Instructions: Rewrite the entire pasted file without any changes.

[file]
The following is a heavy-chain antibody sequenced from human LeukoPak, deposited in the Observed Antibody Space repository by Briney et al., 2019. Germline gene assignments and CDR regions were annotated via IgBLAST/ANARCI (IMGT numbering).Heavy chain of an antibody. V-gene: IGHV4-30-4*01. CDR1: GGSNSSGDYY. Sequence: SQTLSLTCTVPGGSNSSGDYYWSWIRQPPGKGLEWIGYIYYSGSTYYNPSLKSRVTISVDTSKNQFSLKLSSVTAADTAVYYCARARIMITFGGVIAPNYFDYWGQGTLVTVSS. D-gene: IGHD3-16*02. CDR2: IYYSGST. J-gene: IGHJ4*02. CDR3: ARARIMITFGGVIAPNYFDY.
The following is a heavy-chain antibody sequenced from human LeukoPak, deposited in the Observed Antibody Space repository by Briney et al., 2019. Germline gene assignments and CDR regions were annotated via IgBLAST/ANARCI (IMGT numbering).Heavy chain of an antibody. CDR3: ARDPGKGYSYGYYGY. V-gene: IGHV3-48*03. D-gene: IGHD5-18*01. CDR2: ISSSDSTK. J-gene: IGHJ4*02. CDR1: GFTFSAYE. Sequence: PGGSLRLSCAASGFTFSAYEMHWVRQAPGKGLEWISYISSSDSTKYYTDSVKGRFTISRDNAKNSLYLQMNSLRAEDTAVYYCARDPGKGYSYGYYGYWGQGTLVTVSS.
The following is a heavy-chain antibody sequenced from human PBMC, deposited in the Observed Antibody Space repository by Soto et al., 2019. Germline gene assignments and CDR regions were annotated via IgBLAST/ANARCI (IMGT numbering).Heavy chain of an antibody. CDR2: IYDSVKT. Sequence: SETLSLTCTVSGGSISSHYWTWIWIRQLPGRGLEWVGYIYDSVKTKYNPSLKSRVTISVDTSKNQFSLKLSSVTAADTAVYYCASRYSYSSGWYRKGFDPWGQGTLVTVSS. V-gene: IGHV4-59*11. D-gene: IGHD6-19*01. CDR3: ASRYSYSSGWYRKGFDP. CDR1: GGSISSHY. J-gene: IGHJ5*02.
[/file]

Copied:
The following is a heavy-chain antibody sequenced from human LeukoPak, deposited in the Observed Antibody Space repository by Briney et al., 2019. Germline gene assignments and CDR regions were annotated via IgBLAST/ANARCI (IMGT numbering).Heavy chain of an antibody. V-gene: IGHV4-30-4*01. CDR1: GGSNSSGDYY. Sequence: SQTLSLTCTVPGGSNSSGDYYWSWIRQPPGKGLEWIGYIYYSGSTYYNPSLKSRVTISVDTSKNQFSLKLSSVTAADTAVYYCARARIMITFGGVIAPNYFDYWGQGTLVTVSS. D-gene: IGHD3-16*02. CDR2: IYYSGST. J-gene: IGHJ4*02. CDR3: ARARIMITFGGVIAPNYFDY.
The following is a heavy-chain antibody sequenced from human LeukoPak, deposited in the Observed Antibody Space repository by Briney et al., 2019. Germline gene assignments and CDR regions were annotated via IgBLAST/ANARCI (IMGT numbering).Heavy chain of an antibody. CDR3: ARDPGKGYSYGYYGY. V-gene: IGHV3-48*03. D-gene: IGHD5-18*01. CDR2: ISSSDSTK. J-gene: IGHJ4*02. CDR1: GFTFSAYE. Sequence: PGGSLRLSCAASGFTFSAYEMHWVRQAPGKGLEWISYISSSDSTKYYTDSVKGRFTISRDNAKNSLYLQMNSLRAEDTAVYYCARDPGKGYSYGYYGYWGQGTLVTVSS.
The following is a heavy-chain antibody sequenced from human PBMC, deposited in the Observed Antibody Space repository by Soto et al., 2019. Germline gene assignments and CDR regions were annotated via IgBLAST/ANARCI (IMGT numbering).Heavy chain of an antibody. CDR2: IYDSVKT. Sequence: SETLSLTCTVSGGSISSHYWTWIWIRQLPGRGLEWVGYIYDSVKTKYNPSLKSRVTISVDTSKNQFSLKLSSVTAADTAVYYCASRYSYSSGWYRKGFDPWGQGTLVTVSS. V-gene: IGHV4-59*11. D-gene: IGHD6-19*01. CDR3: ASRYSYSSGWYRKGFDP. CDR1: GGSISSHY. J-gene: IGHJ5*02.